NITA’s impact on students, lawyers, and the rule of law throughout the world is something that I feel very proud to be a part of. I look forward to spending the rest of my professional life being a small part of NITA’s impact on our wonderful profession here in the United States by training law students and lawyers. If called upon again, I look forward to being a part of NITA’s global mission to improve the rule of law and advocacy around the world—a mission that I was honored and proud to be a part of. I hope that NITA is able to dedicate the resources to continue this work and reach people around the world.
In Joseph E. Taylor and Aleshandra Griffith-Reed’s second edition, State v. Bloodworth, a frantic 911 call about an unconscious intruder brought police to Gene Bloodworth’s home, but was that the real story? Readers will investigate and find that Kenneth Fletcher was found unconscious on the floor of Bloodworth’s condo but Bloodworth claims that Fletcher broke into his home and had a knife. Three days after the break-in, Fletcher is found dead from blunt force trauma to the head. As Bloodworth insists he acted in self-defense, what will you believe?
The second edition now includes extensive social media exhibits, giving participants a chance to work with this new and important form of evidence and the challenges it presents.
Retail Price: $38
It is about the question, “What do we do now?”
We who are lawyers must use our knowledge and our experience about the U.S. Democracy to educate entire communities. Seems hopeless. But remember the Chautauqua movement? Like that, a movement is needed to spread the talent of listening and the courage of speaking across disagreements. Say, a Listening for Democracy movement.
1. Do voters understand our democracy? Do they know that the grand experiment of the U.S. Constitution has worked for 240 years because it has three branches, and is built on an educated body of “We the People”?
There is a broad lack of knowledge about this, and it directly affects our choices as citizens and voters. It is non-political, completely, to say that we must re-educate our entire nation of residents. Sandra Day O’Connor called this issue out even before she retired in 2006. She founded the important initiative of “iCivics” education for children and youth.
But we have eroded more quickly than expected toward a predominantly gut-level basis for exercising one’s vote, not interested in actual facts. We have isolated ourselves into narrow belief groups, unable to find, much less listen to, separate belief groups, as an unforeseen and harmful symptom of social media communication channels. We are a nation of separate belief groups, not of states. And we are in trouble.
2. How can lawyers prevent our society — local, regional, and national – from fracturing? Think of these forces to start with:
This list is frighteningly real. It needs a nationwide re-messaging. Our nation needs to re-learn how to listen without voicing disagreement. Those who know democracy as a governing system must teach how to debate while refining our disagreements. We must be sure to preserve our democracy. We will always be more diverse, and the internet will always drive toward isolation in beliefs.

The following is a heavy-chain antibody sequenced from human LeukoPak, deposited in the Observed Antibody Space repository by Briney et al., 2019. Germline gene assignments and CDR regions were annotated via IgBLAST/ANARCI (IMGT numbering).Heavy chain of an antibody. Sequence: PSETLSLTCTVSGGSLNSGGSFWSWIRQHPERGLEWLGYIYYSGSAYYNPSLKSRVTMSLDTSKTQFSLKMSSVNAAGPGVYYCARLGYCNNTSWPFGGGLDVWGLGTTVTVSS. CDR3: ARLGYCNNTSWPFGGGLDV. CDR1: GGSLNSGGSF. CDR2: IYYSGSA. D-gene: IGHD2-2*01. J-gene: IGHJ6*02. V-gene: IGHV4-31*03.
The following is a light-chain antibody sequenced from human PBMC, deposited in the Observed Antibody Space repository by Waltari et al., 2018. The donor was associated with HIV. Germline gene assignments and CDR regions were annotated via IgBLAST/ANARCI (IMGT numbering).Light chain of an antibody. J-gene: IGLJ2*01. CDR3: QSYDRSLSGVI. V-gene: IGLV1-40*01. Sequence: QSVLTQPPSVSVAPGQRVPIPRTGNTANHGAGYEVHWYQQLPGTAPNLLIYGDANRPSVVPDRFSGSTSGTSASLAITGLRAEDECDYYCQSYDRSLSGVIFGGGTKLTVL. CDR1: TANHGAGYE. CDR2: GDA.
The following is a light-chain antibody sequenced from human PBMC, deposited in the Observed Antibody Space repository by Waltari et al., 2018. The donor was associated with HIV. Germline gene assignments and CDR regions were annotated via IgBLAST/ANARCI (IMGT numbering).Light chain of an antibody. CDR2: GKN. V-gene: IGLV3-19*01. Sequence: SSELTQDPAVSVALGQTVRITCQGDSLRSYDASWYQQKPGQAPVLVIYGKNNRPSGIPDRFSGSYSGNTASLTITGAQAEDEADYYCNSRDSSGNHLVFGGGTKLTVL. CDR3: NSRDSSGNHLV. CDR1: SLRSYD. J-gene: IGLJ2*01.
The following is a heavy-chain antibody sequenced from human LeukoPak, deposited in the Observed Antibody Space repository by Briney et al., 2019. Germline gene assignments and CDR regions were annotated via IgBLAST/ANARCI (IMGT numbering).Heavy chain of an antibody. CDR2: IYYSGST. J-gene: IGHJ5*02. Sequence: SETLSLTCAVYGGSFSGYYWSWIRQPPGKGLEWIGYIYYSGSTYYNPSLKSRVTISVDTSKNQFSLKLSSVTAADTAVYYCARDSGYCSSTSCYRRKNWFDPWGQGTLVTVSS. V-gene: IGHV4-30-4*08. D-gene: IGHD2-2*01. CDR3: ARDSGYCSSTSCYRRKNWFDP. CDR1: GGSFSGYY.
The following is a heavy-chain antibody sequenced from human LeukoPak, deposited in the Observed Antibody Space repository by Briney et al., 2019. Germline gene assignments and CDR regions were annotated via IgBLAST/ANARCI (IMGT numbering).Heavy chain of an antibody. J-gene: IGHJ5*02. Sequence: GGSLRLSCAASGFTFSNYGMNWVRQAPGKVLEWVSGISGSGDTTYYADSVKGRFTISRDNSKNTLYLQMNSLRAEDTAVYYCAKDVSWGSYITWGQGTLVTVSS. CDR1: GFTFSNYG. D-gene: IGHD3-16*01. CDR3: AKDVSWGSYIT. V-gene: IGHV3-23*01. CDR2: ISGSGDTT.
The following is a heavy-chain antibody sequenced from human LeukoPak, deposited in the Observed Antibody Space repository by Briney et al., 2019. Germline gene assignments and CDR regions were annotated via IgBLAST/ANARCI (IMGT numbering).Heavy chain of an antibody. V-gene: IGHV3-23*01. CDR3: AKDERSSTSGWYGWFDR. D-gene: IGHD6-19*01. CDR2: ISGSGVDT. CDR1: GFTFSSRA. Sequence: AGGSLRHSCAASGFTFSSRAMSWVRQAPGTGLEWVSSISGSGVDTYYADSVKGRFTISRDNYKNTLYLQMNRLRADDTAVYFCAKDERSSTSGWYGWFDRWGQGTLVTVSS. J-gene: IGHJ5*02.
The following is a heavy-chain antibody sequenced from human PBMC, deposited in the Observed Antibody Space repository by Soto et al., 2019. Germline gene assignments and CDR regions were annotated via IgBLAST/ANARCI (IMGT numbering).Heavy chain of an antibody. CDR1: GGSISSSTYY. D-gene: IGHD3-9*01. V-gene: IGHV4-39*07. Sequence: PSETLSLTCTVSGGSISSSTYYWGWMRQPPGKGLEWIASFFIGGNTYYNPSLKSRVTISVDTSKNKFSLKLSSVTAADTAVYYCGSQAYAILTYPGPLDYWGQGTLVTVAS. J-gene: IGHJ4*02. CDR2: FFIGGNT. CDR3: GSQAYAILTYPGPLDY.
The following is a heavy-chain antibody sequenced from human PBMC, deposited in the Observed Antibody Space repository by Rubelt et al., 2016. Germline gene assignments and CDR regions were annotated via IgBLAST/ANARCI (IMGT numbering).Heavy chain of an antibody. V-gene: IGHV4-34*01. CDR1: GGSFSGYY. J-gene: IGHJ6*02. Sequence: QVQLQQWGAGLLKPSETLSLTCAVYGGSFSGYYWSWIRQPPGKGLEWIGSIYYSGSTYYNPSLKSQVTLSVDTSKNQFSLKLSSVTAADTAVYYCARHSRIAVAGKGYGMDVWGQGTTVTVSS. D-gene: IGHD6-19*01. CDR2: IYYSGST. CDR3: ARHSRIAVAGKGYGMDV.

Lawyers can teach this. For now I don’t know how to create energy or a process to start a “movement.”
At NITA we know that we learn new ways – in the courtroom or out – by practicing them. Desired habits of learning, and understanding through listening, grow as we model and practice them.
Reach out. Listen. Teach. Advocate listening. Build listening in your community. Write to me about how to start a movement. As officers of the courts, in our non-political selves, we must step up.
Karen M. Lockwood, Esq.
President and Executive Director
National Institute for Trial Advocacy
NITA would like to congratulate Gary S. Gildin on the appointment as dean of Dickinson Law by the Penn State’s Board of Trustees. Gildin is not only a professor of law, but he is also an author to multiple NITA publications including Stucky v. Conlee and Trial Advocacy Basics, Second Edition. Gildin has also taught at NITA’s ACLU public service program for many years. To read The Sentinel’s article on Gildin and his many accomplishments at Penn State, please click here.
Written by guest blogger Judge McGahey
With November and the Veteran’s Day holiday upon us again, I thought I’d go back to movies about military justice for this month’s review. As always when I write on this topic, I confess to having never been in the military, so my knowledge of the process is limited. We’ll start with a movie about a military rebel who was a real person, then we’ll talk about a fictional movie about a real issue, racism, that we still encounter in the justice system.
William (“Billy”) Mitchell was an American Army officer who was an early and fierce proponent of the value of air power in war; he’s sometimes referred to as “the father of the U.S. Air Force.” At the end of World War I, Mitchell was in charge of all military air combat forces in Europe and was a highly regarded officer. After the war, he advocated strongly for a powerful air force, and he became embroiled in intra-service disputes between the Army and the Navy. Mitchell claimed that defense dollars would be better spent on airplanes than on battleships and, more radically, that bombers could sink battleships with little difficulty. Mitchell was a man who expressed his opinions in blunt terms – and publically. Those blunt and public statements eventually led to his being charged with insubordination and court martialed.